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Web Date: May 18, 2007

Tracking Ancient Ocean 'Burps'

Sediment study links rise in atmospheric carbon dioxide at end of last ice age to abrupt releases from ocean
Department: Science & Technology
Radiocarbon dating of tiny benthic foraminifera similar to the one shown in this micrograph reveal pieces of the ocean-atmosphere cycle.
Credit: U.S. Geological Survey
Radiocarbon dating of tiny benthic foraminifera similar to the one shown in this micrograph reveal pieces of the ocean-atmosphere cycle.
Credit: U.S. Geological Survey

Oceanographers and climatologists speculate that large amounts of carbon dioxide entered the atmosphere from reservoirs in the deep ocean at the end of the last ice age, which occurred about 19,000 years ago. Long-awaited evidence that traces the redistribution of the gas comes from a new study published in Science (DOI: 10.1126/science1142326).

What scientists have been trying to explain is the rise in atmospheric CO2 from 180 to 265 ppm accompanied by a puzzling 35% drop in the gas's radiocarbon (14C) content, according to Ralph F. Keeling of Scripps Institution of Oceanography at the University of California, San Diego. In a commentary accompanying the Science paper, he writes that a simple but unproven explanation to link both changes is a well-known process called ventilation, by which the ocean's surface waters are exchanged with subsurface waters.

"A ventilation increase could increase atmospheric CO2 concentration by releasing excess CO2 that had accumulated in subsurface waters by the decomposition of detritus," Keeling writes. In addition, CO2 from subsurface waters would have lower 14C content than that of surface waters because 14C is produced naturally in the atmosphere, and the 14C in CO2 isolated from the atmosphere can only decay rather than accumulate.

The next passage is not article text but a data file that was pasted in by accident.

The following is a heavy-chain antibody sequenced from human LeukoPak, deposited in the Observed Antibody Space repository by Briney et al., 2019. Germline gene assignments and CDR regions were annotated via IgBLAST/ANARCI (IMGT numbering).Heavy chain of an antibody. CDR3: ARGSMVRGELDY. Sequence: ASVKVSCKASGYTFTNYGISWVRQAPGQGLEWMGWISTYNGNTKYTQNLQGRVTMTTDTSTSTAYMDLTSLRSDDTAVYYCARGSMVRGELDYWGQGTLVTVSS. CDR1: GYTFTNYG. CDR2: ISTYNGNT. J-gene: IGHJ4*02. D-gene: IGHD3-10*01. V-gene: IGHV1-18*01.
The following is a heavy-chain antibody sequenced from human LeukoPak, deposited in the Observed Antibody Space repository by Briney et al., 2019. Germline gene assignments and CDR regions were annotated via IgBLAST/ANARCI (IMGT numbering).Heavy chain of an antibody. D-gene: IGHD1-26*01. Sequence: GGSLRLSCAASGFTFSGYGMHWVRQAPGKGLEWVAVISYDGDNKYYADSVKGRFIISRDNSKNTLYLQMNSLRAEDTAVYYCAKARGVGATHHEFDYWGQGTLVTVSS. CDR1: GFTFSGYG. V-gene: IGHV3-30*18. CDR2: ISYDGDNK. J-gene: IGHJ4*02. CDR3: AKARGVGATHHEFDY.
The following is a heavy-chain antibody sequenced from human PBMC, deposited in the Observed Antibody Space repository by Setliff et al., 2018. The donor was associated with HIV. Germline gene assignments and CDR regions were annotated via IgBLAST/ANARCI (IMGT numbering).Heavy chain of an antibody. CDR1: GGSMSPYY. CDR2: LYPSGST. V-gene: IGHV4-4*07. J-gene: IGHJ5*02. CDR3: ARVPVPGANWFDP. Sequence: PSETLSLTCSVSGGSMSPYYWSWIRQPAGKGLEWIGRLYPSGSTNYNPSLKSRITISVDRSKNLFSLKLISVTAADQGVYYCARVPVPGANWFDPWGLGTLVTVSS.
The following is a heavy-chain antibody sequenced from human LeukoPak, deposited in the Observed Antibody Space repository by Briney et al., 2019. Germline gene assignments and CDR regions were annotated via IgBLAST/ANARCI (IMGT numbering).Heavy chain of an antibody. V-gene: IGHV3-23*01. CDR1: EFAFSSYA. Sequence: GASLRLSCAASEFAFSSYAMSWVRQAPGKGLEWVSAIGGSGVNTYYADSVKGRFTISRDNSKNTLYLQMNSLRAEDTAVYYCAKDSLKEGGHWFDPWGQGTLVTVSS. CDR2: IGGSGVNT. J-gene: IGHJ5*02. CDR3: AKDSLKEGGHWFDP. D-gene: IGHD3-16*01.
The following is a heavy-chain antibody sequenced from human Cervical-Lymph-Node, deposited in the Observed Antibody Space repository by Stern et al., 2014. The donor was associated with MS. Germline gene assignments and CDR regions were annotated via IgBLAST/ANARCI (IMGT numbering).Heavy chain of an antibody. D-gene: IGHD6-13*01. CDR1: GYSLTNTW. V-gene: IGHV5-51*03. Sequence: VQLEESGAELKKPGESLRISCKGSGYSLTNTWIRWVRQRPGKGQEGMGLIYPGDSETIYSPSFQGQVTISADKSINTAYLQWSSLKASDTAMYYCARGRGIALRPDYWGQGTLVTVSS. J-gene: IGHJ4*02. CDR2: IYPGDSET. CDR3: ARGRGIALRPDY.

Researchers hypothesize that during the last ice age, an isolated carbon reservoir existed at a depth below 2,500 meters. But obtaining good-quality sediment cores—which serve as a chronicle of the radiocarbon evidence—from such depths is difficult.

Now, paleoclimatologist Thomas M. Marchitto Jr. at the University of Colorado, Boulder, and colleagues believe they have tracked CO2 "burped" from that deep reservoir as it made its way into the atmosphere. Their findings are based on analysis of a high-quality sediment core collected just 700 meters below the ocean surface off the southern tip of Baja California. They measured the amounts of 14C in bottom-dwelling foraminifera, a ubiquitous marine microorganism, found in the different layers of the core. In combination with other previously collected data, they constructed a record of 14C concentrations in that part of the ocean. Two very low levels of 14C in the oceanic record correlated to the time periods when CO2 concentrations abruptly increased in the atmosphere.

"Marchitto and colleagues have the first ocean data to show that the carbon exhalation happened twice, after each of the most severe cold episodes of the past 20,000 years," says??Lloyd Keigwin, a marine geologist at Woods Hole Oceanographic Institution, in Massachusetts.

But Keeling wants to see more data. "The study nevertheless leaves the skeptics with arrows in their quiver," he writes in his commentary. For example, he notes that the results indicate pockets of water with so little 14C "that they start to stretch credibility." But if follow-up work supports the findings, this study could be a turning point, he writes.

Marchitto says additional 14C evidence should be available at other sites around the world. Next, he and his colleagues plan to obtain and analyze a core from a site near the southern tip of South America.

Chemical & Engineering News
ISSN 0009-2347
Copyright © American Chemical Society

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